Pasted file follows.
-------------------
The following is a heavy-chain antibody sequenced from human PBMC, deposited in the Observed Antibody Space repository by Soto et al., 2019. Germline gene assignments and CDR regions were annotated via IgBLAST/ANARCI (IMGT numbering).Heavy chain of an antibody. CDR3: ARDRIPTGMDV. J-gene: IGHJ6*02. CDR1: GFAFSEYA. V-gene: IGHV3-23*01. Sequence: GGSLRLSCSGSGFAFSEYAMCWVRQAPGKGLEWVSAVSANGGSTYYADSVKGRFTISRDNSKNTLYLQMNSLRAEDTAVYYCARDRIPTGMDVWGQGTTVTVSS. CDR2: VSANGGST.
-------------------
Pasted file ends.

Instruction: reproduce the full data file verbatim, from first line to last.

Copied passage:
The following is a heavy-chain antibody sequenced from human PBMC, deposited in the Observed Antibody Space repository by Soto et al., 2019. Germline gene assignments and CDR regions were annotated via IgBLAST/ANARCI (IMGT numbering).Heavy chain of an antibody. CDR3: ARDRIPTGMDV. J-gene: IGHJ6*02. CDR1: GFAFSEYA. V-gene: IGHV3-23*01. Sequence: GGSLRLSCSGSGFAFSEYAMCWVRQAPGKGLEWVSAVSANGGSTYYADSVKGRFTISRDNSKNTLYLQMNSLRAEDTAVYYCARDRIPTGMDVWGQGTTVTVSS. CDR2: VSANGGST.